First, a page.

“None of this is the fault of our hardworking ambulance staff who are doing their utmost in extremely difficult conditions.

“We must see an end to the postcode lottery in emergency care, it shouldn’t matter where you live, you should be able to get timely medical attention when you need it most.

“Every day we hear more and more devastating stories of pensioners left stranded for hours, or families watching a loved one die before a paramedic could reach them.

“This cannot continue, the Welsh Labour Government must bring forward extra support to get ambulance services through winter as well as a long-term strategy to ensure people can get emergency care when they need it. That means addressing workforce shortages, fixing the social care crisis and ending the shortage of hospital beds, all of which are leaving patients in ambulances stuck outside A&E for hours.”

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Ceredigion MS’ back striking Uni staff

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LOCAL Plaid Cymru politicians stood in solidarity with striking university staff at the Senedd this week, as over 70,000 staff from over 150 universities across the UK undertook three days of striking action over attacks on pay, working conditions and pensions.

The strike, organised by the University and Colleges Union (UCU), was the biggest in the history of higher education, and saw protestors gather en masse in London and Cardiff, as well as picket lines on university campuses, including in Aberystwyth and Lampeter.

The strikes come after UCU members overwhelmingly voted ‘yes’ to industrial action in September in two historic national ballots over attacks on pay and working conditions as well as pension cuts.

In September, Aberystwyth University, along with other employers, offered a standard three per cent pay increase. UCU’s demands, however, include a pay uplift of 12 per cent or Retail Price Index (RPI) plus two per cent, an agreed framework to eliminate insecure work practices such as zero hours contracts, and action to address dangerously high workloads.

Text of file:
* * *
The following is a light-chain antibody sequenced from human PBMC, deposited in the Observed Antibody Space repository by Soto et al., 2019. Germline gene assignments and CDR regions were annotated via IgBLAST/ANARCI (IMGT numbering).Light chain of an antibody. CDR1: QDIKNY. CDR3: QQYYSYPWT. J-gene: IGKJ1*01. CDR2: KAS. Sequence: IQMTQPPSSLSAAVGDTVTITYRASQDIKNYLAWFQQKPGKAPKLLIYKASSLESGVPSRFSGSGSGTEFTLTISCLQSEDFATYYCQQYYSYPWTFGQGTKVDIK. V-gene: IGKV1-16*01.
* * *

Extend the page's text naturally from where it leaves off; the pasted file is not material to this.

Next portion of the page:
The protest at the Senedd on Wednesday 30th November brought together a range of university staff, students and supporters, as well as many politicians.

Elin Jones, Member of the Senedd for Ceredigion said:

“I welcomed the opportunity to stand in solidarity with striking university staff. As the cost-of-living crisis intensifies, it’s clear that the current pay offer to university staff does not go far enough, and many will struggle financially over coming months.

Whilst staff in Aberystwyth and Lampeter are working hard to deliver an exceptional experience for their students, more and more are struggling as a result of falling pay, pension uncertainty and insecure work.”

Cefin Campbell, Member of the Senedd for Mid & West Wales concluded:

“Universities’ roles as vital employers across Mid & West Wales cannot be understated. No-one – including the university staff – wants industrial action, however the fact that the strike took place indicates the strength of feeling and frustration within the sector. At this time of growing financial hardship, I stand with the UCU staff and hope their demands will be met by universities.”

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Children’s Commissioner for Wales helps deliver powerful messages from children

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ENCOURAGING safeguarding professionals and practitioners to engage with and listen to children and young people was at the heart of an event hosted by the Mid and West Wales Regional Safeguarding Board for children, as part of its National Safeguarding Week activities and program for 2022.

The event which took place on 18 November 18 at Parc-y–Scarlets stadium in Llanelli, was attended by professionals who play a key role in safeguarding children, including police officers, nurses, social care staff and education professionals, and by children and young people from across the region, Ceredigion, Carmarthenshire, Pembrokeshire and Powys.

A safeguarding training resource and animation developed and created by the Regional Safeguarding Board’s Junior Group CADW, was officially launched as part of the event, by the Children’s Commissioner for Wales Rocio Cifuentes.

The training resource designed to be used in all mandatory multi-agency safeguarding training across the region, gives powerful messages to professionals about what is important to children and young people when practitioners and professionals may need to intervene in their lives to support or protect them.

Jan Coles, Head of Children’s Services at Carmarthenshire Council, which led and facilitated the event of behalf of the Mid and West Wales Safeguarding Board, said: “It is empowering and extremely inspiring for the children and young people from across our region to see so many safeguarding professionals and practitioners to support the fantastic work they have done.

“The messages in the animation are very powerful and we will take this forward as a regional safeguarding board and ensure they are embedded into core safeguarding practice.”

The resource as well as supplementary information and materials can be viewed here: www.cysur.wales/training/animation-training-resource/